|I’d Call It That||3.0||10.97||2||(Alan Rockefeller,snowman)|
sum(score * weight) /
(total weight + 1)
there are lots of forays to this area.
next up on the calendar is ACCF at Albion. Lotsa PNW folks coming down for this foray with a taxonomy focus. A few spaces still available:
Come fall, there are forays by the FFSC, MSSF and David Arora, in addition to the University sponsored one the weekend before Thanksgiving (normally at well beyond carrying capacity! but heck, the kids don’t mind a little crowding…).
Or, you could just hunt the woods on your own, if you get a permit first from the Forest Service. But more fun to go with others, sleep cheap and get fed. Not to mention guides to the good habitats and the camaraderie of like-minded individuals…
I’ve been missing out on a prime hunting area. Sigh.
but UC Davis, SFSU, David Arora’s Thanksgiving foray group and various CA mushroom clubs have all been hunting Jackson State Forest for decades, with a keen eye for specimens as well as edible species. That translates to hundreds of people combing these woods for interesting fungi every year.
We see these secotioid forms on a regular basis, some years are better than others.
Oregon apparently has several species, many collected by Helen Gilkey and James Trappe. But not common at all in our area. Of course, the old-growth forests typical of Helen Gilkey’s collecting are few and far between now. Dr. Trappe’s collecting further afield, but still not what I would call common.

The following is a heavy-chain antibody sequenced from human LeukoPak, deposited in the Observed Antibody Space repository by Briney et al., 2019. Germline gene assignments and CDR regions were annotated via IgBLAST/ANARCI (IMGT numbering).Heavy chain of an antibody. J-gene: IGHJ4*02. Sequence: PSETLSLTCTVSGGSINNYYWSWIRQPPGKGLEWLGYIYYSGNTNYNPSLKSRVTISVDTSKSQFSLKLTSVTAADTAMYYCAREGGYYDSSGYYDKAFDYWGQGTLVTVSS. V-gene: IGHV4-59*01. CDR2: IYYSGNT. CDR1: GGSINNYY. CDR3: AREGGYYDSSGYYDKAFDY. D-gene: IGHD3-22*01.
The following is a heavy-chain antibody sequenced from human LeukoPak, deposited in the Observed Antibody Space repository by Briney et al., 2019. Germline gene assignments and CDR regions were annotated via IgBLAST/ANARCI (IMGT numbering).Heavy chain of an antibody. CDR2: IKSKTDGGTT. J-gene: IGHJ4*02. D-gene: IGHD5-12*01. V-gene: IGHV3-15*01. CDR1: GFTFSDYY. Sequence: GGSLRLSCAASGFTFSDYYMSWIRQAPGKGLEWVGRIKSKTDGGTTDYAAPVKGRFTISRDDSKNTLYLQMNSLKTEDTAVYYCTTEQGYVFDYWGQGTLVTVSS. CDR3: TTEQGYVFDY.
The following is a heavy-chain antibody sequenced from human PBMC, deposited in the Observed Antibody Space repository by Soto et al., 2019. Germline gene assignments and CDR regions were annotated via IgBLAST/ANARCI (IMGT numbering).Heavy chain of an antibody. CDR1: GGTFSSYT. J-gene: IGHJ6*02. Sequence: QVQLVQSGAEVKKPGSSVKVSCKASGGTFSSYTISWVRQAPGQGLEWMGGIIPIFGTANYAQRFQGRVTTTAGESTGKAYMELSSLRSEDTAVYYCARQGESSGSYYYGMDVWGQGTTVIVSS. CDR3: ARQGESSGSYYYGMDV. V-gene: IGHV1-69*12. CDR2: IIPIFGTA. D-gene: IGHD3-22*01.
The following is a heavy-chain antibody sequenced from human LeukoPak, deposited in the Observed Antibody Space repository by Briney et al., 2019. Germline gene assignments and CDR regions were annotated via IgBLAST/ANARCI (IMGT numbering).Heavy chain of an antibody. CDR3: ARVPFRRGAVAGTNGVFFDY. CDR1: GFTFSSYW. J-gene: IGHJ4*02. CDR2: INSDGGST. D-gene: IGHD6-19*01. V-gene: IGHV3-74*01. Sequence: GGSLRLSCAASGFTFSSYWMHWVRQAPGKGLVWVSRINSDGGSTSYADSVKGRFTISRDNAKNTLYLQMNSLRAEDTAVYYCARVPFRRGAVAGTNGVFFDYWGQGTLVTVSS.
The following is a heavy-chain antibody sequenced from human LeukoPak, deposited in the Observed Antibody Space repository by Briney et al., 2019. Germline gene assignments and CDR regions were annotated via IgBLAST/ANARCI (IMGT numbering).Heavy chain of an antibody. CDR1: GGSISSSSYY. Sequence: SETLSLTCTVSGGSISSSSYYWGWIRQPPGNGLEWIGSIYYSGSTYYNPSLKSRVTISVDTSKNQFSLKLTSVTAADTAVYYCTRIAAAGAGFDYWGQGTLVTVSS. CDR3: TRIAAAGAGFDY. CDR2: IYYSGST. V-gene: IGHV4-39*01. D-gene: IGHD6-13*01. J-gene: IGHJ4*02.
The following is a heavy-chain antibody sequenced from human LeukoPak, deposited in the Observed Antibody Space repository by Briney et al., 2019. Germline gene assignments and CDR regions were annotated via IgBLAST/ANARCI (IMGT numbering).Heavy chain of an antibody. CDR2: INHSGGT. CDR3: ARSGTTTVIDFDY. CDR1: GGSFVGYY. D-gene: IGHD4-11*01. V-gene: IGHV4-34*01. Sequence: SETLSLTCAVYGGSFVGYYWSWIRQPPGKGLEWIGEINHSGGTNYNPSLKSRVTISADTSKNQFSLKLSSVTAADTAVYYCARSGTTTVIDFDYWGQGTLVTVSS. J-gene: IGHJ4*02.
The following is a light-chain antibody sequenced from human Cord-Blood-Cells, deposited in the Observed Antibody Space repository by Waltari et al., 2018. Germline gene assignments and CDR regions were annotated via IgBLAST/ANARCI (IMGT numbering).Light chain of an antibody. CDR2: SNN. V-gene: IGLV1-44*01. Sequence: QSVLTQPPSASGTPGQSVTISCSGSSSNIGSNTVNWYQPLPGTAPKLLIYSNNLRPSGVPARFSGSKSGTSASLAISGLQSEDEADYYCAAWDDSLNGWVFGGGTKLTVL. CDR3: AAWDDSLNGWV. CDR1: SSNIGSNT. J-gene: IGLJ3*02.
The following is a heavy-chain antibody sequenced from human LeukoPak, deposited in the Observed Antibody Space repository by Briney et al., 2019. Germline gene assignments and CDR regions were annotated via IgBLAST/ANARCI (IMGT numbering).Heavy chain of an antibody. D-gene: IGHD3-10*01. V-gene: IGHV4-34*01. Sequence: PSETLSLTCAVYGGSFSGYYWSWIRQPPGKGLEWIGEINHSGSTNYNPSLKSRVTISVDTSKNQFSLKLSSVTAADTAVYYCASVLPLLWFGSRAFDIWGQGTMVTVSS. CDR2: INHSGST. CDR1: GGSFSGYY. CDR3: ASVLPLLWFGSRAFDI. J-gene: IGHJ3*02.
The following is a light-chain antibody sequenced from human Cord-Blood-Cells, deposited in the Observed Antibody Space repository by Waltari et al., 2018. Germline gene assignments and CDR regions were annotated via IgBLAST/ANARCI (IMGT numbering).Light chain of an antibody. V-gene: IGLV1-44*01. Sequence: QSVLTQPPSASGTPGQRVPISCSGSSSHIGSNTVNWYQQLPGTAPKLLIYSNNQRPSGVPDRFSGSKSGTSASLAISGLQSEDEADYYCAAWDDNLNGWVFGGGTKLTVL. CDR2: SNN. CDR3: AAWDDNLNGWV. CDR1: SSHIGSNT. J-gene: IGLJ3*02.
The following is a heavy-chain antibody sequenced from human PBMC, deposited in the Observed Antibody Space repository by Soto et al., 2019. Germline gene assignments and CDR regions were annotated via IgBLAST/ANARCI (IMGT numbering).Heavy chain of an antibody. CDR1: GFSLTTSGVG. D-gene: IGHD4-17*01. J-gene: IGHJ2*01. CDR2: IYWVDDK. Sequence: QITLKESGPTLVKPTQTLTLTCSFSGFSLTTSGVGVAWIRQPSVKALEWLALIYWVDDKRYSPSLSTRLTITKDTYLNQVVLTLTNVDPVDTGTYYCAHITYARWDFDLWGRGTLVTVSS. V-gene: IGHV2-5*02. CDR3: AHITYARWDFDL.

What is the predominant canopy tree from Jackson State Forest? Is this a frequently collecting site for U.C. Berkeley? Perhaps that is why this species is so well known in CA, but almost unknown from anywhere else?
did you see some at the time, or after collection?
if unstaining, it could be Arcangeliella variegata instead.
not rare at all, at least not in JSF.
I don’t know if it is that rare? I think I’ve seen it almost every year for the past 6 or so… although, not a lot each time. This past weekend students brought in quite a few, there were like 10 caps there on that table or so. I think there are a few collections in the Thier’s herbarium by now.
students from Tom Bruns class at U.C. Berkeley collected many specimens last weekend
very rare. A voucher collection would have helped.
Created: 2011-11-20 21:11:56 CST (-0500)
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